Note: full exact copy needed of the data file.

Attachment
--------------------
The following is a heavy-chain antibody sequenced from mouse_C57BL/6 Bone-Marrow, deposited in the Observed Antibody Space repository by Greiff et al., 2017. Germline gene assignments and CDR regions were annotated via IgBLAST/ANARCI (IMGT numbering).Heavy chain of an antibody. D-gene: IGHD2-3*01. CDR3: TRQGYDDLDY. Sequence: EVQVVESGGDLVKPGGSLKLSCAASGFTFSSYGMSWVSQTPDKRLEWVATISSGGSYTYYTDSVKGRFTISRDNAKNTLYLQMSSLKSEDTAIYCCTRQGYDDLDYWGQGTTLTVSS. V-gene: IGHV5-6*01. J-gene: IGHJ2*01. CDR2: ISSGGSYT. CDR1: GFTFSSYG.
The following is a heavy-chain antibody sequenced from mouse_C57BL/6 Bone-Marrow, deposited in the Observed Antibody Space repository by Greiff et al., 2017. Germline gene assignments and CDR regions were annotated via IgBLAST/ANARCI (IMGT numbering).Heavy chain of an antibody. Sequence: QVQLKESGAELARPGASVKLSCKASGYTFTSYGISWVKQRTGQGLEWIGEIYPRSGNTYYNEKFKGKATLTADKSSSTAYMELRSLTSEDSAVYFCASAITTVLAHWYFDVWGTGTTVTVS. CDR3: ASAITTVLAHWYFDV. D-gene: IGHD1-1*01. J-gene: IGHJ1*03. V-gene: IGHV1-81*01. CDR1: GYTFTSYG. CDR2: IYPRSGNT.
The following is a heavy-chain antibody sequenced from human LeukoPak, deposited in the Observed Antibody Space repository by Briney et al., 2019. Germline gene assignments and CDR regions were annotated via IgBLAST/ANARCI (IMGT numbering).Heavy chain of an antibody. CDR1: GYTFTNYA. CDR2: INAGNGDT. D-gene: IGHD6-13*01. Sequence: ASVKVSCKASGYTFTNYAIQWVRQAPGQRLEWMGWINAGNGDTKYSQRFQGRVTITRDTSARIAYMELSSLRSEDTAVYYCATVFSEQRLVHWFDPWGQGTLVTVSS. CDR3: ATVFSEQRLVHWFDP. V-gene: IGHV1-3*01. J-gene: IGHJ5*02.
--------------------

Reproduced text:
The following is a heavy-chain antibody sequenced from mouse_C57BL/6 Bone-Marrow, deposited in the Observed Antibody Space repository by Greiff et al., 2017. Germline gene assignments and CDR regions were annotated via IgBLAST/ANARCI (IMGT numbering).Heavy chain of an antibody. D-gene: IGHD2-3*01. CDR3: TRQGYDDLDY. Sequence: EVQVVESGGDLVKPGGSLKLSCAASGFTFSSYGMSWVSQTPDKRLEWVATISSGGSYTYYTDSVKGRFTISRDNAKNTLYLQMSSLKSEDTAIYCCTRQGYDDLDYWGQGTTLTVSS. V-gene: IGHV5-6*01. J-gene: IGHJ2*01. CDR2: ISSGGSYT. CDR1: GFTFSSYG.
The following is a heavy-chain antibody sequenced from mouse_C57BL/6 Bone-Marrow, deposited in the Observed Antibody Space repository by Greiff et al., 2017. Germline gene assignments and CDR regions were annotated via IgBLAST/ANARCI (IMGT numbering).Heavy chain of an antibody. Sequence: QVQLKESGAELARPGASVKLSCKASGYTFTSYGISWVKQRTGQGLEWIGEIYPRSGNTYYNEKFKGKATLTADKSSSTAYMELRSLTSEDSAVYFCASAITTVLAHWYFDVWGTGTTVTVS. CDR3: ASAITTVLAHWYFDV. D-gene: IGHD1-1*01. J-gene: IGHJ1*03. V-gene: IGHV1-81*01. CDR1: GYTFTSYG. CDR2: IYPRSGNT.
The following is a heavy-chain antibody sequenced from human LeukoPak, deposited in the Observed Antibody Space repository by Briney et al., 2019. Germline gene assignments and CDR regions were annotated via IgBLAST/ANARCI (IMGT numbering).Heavy chain of an antibody. CDR1: GYTFTNYA. CDR2: INAGNGDT. D-gene: IGHD6-13*01. Sequence: ASVKVSCKASGYTFTNYAIQWVRQAPGQRLEWMGWINAGNGDTKYSQRFQGRVTITRDTSARIAYMELSSLRSEDTAVYYCATVFSEQRLVHWFDPWGQGTLVTVSS. CDR3: ATVFSEQRLVHWFDP. V-gene: IGHV1-3*01. J-gene: IGHJ5*02.